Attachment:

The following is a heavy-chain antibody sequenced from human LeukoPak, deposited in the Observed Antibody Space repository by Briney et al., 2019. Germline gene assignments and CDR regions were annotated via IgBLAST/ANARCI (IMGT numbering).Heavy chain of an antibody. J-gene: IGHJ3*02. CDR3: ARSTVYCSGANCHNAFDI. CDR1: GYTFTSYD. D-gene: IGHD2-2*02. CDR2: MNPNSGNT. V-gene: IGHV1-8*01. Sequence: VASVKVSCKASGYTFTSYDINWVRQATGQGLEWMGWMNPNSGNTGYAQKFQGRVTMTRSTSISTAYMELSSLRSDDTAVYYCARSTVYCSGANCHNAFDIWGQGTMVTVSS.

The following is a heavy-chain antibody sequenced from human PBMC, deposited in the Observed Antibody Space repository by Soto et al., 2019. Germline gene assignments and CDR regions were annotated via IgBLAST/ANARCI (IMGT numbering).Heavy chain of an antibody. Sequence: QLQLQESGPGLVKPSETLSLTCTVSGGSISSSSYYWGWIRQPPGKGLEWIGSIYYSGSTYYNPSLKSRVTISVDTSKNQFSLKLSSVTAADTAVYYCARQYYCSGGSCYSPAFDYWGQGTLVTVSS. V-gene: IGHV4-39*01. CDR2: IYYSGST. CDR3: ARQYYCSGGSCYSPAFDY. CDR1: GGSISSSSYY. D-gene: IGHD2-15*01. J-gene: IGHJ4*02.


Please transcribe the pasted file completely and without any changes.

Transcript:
The following is a heavy-chain antibody sequenced from human LeukoPak, deposited in the Observed Antibody Space repository by Briney et al., 2019. Germline gene assignments and CDR regions were annotated via IgBLAST/ANARCI (IMGT numbering).Heavy chain of an antibody. J-gene: IGHJ3*02. CDR3: ARSTVYCSGANCHNAFDI. CDR1: GYTFTSYD. D-gene: IGHD2-2*02. CDR2: MNPNSGNT. V-gene: IGHV1-8*01. Sequence: VASVKVSCKASGYTFTSYDINWVRQATGQGLEWMGWMNPNSGNTGYAQKFQGRVTMTRSTSISTAYMELSSLRSDDTAVYYCARSTVYCSGANCHNAFDIWGQGTMVTVSS.

The following is a heavy-chain antibody sequenced from human PBMC, deposited in the Observed Antibody Space repository by Soto et al., 2019. Germline gene assignments and CDR regions were annotated via IgBLAST/ANARCI (IMGT numbering).Heavy chain of an antibody. Sequence: QLQLQESGPGLVKPSETLSLTCTVSGGSISSSSYYWGWIRQPPGKGLEWIGSIYYSGSTYYNPSLKSRVTISVDTSKNQFSLKLSSVTAADTAVYYCARQYYCSGGSCYSPAFDYWGQGTLVTVSS. V-gene: IGHV4-39*01. CDR2: IYYSGST. CDR3: ARQYYCSGGSCYSPAFDY. CDR1: GGSISSSSYY. D-gene: IGHD2-15*01. J-gene: IGHJ4*02.